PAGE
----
“We didn’t see the same poor underwriting credit in this cycle from a financial stability perspective as we did before the Great Financial Crisis. Lenders were much more careful in managing housing credit. It’s a completely different situation. [in 2022], it doesn’t present potential, [well] it doesn’t appear to present financial stability issues. We do understand that [housing] This is where our policies have a huge impact.” Fed Chair Jerome Powell told reporters earlier this month.
Swonk agrees to Powell: “This crisis is not subprime.” [the fed] That’s exactly what I meant.”
Although tight supply and improved lending standards should prevent another 2008, they are not enough to stop a housing correction. Swonk thinks so.
Swonk says, “The most interesting thing to me about these markets is how quickly they are correcting with still very tight inventories.”
Phoenix is very bubbly—Chicago not so much
As Fortune has previously noted, the textbook definition of a housing bubble requires three things. First, you’d see exuberant demand—boosted by speculation—rush into the housing market. Second, the prices of homes go up much faster than incomes can support. They reach “overvaluation” levels. The housing bubble bursts, and home prices drop.
The Pandemic Housing Boom was a success “investor mania” The market is returning. Mom-and-pop landlords have been attracted to historically low mortgage rates. Airbnb Both hosts. Short-term home flippers were also attracted by record highs in home price appreciation. In fact, 114 706 homes were “flipped” during the first quarter of 2022. according to ATTOM Data. This is higher than any quarter in years prior to the 2008 bubble. Speculation? Check.
Every quarter, Moody’s Analytics calculates an “overvalued” or “undervalued” figure for around 400 markets. The firm will examine whether local fundamentals (including local income levels) could support local home price. It is only when a housing market becomes “overvalued” that it becomes troubling. The average market was “overvalued” in the second quarter of 2022 by 23%. This is an increase from 3% in Q2 2019, and more than the 14% in Q2 2006. Overvaluation? Check.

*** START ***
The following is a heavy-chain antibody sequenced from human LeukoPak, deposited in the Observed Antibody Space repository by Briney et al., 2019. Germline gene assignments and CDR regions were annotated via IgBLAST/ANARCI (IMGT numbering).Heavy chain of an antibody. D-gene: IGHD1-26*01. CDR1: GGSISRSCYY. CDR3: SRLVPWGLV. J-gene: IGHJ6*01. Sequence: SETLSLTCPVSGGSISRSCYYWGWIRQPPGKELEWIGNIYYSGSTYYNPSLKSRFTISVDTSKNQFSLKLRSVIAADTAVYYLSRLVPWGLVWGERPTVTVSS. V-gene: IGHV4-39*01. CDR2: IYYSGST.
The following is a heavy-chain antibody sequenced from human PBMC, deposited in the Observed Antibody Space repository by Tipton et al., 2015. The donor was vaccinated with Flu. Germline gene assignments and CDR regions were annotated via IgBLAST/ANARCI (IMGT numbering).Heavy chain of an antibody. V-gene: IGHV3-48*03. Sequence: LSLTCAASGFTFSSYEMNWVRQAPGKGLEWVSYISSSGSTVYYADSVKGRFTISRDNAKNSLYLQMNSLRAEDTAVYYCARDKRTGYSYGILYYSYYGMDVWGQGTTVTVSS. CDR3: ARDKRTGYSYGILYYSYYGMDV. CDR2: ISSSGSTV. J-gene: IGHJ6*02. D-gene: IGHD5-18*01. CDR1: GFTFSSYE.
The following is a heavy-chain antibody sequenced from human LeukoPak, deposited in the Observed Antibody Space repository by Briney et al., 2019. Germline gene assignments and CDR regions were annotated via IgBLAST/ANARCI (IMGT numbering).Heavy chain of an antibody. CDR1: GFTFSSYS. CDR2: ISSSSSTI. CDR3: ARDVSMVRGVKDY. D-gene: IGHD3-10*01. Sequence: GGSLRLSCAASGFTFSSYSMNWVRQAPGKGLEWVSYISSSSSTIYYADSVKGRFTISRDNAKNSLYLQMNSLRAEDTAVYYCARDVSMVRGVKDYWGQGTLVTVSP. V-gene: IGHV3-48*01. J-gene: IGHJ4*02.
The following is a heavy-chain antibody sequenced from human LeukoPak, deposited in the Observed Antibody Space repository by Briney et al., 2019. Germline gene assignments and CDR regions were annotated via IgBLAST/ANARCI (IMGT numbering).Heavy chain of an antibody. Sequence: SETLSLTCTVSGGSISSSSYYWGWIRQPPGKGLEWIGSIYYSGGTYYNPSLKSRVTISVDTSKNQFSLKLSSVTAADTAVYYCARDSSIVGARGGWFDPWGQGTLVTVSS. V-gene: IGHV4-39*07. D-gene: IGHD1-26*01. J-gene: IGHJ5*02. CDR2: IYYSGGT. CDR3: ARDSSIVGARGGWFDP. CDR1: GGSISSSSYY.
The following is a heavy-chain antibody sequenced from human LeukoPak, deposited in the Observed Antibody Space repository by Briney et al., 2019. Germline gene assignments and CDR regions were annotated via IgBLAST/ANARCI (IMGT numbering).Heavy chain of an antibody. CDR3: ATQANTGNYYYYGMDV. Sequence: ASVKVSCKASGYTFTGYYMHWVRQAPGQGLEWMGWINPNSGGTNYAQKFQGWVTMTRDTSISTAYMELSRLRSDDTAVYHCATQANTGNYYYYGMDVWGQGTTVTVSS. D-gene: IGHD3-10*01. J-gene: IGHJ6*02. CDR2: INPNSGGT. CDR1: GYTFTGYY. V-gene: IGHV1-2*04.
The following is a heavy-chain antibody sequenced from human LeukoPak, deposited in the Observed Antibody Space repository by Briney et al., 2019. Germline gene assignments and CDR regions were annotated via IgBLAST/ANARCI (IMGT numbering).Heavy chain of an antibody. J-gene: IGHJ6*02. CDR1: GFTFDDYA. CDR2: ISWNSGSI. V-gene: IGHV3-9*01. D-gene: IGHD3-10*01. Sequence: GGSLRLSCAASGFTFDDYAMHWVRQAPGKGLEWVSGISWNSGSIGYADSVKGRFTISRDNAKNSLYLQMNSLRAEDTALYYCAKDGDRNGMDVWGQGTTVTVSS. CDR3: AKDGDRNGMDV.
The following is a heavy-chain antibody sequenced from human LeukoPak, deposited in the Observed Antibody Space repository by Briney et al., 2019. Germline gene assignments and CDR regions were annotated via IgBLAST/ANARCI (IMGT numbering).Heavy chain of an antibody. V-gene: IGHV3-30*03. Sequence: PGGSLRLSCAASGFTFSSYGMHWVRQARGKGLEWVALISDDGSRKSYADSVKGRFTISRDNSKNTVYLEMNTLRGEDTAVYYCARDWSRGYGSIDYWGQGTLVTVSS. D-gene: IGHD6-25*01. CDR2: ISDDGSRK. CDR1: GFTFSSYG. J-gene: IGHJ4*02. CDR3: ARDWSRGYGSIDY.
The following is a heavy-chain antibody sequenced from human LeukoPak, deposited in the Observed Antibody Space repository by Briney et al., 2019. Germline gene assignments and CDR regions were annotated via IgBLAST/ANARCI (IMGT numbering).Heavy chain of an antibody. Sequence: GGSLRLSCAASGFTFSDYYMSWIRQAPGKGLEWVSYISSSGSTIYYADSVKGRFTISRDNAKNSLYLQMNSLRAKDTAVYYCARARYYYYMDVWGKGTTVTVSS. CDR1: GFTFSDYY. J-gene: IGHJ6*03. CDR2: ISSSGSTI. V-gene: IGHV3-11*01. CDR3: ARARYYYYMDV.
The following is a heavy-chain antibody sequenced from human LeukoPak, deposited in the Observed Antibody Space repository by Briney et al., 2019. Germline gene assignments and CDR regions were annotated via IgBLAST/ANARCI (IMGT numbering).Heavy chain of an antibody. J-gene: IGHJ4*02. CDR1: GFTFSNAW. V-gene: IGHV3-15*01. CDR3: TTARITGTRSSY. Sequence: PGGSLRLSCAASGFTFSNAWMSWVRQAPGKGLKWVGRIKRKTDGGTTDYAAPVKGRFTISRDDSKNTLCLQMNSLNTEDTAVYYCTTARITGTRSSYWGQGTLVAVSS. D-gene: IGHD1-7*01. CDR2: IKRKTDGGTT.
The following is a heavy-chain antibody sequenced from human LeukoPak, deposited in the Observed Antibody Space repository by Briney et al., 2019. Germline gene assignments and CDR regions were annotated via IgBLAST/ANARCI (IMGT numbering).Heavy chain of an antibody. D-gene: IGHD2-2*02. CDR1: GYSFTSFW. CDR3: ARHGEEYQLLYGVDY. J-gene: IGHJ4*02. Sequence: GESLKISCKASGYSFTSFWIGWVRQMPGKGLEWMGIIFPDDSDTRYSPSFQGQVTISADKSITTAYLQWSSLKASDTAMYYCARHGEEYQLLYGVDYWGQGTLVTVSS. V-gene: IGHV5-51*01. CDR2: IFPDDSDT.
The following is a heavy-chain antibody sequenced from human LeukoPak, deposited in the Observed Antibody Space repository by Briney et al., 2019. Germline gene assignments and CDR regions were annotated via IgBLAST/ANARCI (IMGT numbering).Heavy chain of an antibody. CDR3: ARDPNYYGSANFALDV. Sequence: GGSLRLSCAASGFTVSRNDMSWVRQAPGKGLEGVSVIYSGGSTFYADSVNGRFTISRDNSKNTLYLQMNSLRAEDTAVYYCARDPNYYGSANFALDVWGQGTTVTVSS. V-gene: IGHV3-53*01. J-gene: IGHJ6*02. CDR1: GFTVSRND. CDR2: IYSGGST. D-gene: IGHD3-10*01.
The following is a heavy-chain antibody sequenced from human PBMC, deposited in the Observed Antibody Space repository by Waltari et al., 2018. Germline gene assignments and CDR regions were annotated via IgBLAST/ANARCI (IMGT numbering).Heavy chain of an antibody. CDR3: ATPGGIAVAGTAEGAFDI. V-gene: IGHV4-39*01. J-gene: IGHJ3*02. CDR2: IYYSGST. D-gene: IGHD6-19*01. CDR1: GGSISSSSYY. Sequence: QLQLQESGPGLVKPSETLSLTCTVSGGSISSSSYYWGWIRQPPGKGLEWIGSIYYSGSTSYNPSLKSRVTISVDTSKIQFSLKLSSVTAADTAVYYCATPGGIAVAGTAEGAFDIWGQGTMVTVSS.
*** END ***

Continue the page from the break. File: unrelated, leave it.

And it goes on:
The pandemic saw the first two elements that made up the housing bubble return, but the third element has yet not arrived. Swonk claims that “burst”, though it’ll vary depending on the market, is already happening.
Swonk believes the bust will differ. Some markets were more bubbly that others.
Look at Phoenix and Chicago, for instance. Both markets experienced booms and busts the last time around. It’s easy for this to be explained, given that Chicago and Phoenix were “overvalued” in 2006 by 32% and 48% respectively. This time around Phoenix (which now has 54%) was flooded with out-of-town buyers and speculators, while Chicago (3%) is still relatively calm.
Housing economists predict that markets like Phoenix will be more vulnerable to sharper price drops in the future. Moody’s Analytics predicts a 18.7% decline in prices in bubbly Phoenix. The analytics firm predicts that Chicago home prices will fall by 3.6%. (You can find Moody’s forecasts for 322 markets. here).
Falling home prices help the Fed
Jerome Powell, Fed Chair has made it clear the U.S. housing markets are in a “difficult correction.” Once it’s done, buyers and sellers will both return to a “reset” market.
Some economists read between the lines and interpret “reset” as “home prices falling.”
Let’s face facts, where is the biggest push on inflation right now?” It’s in shelter cost. It’s in shelter costs. [the Fed] Swonk states that the most powerful people have the most power. “And so, yeah. It’s a remarkable rise in [home] prices. An unsustainable rise—some kind of correction is needed. The problem is that you can’t choose how large that correction should be.
Swonk claims that a slight correction in home price would help the Fed reduce shelter costs and overall inflation. In such a scenario, buyers may return to a marketplace with lower prices, higher inventory, and lower mortgage rates.